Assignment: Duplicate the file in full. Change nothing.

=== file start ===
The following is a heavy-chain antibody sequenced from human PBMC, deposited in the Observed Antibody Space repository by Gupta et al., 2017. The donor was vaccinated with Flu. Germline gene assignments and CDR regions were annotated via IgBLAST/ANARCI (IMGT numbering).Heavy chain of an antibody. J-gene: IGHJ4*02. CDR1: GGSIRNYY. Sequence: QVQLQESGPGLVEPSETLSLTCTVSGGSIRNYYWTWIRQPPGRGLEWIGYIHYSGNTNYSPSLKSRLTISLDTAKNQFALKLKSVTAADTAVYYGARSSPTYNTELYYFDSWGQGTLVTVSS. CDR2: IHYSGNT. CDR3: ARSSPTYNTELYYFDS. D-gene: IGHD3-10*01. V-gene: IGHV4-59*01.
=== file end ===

The following is a heavy-chain antibody sequenced from human PBMC, deposited in the Observed Antibody Space repository by Gupta et al., 2017. The donor was vaccinated with Flu. Germline gene assignments and CDR regions were annotated via IgBLAST/ANARCI (IMGT numbering).Heavy chain of an antibody. J-gene: IGHJ4*02. CDR1: GGSIRNYY. Sequence: QVQLQESGPGLVEPSETLSLTCTVSGGSIRNYYWTWIRQPPGRGLEWIGYIHYSGNTNYSPSLKSRLTISLDTAKNQFALKLKSVTAADTAVYYGARSSPTYNTELYYFDSWGQGTLVTVSS. CDR2: IHYSGNT. CDR3: ARSSPTYNTELYYFDS. D-gene: IGHD3-10*01. V-gene: IGHV4-59*01.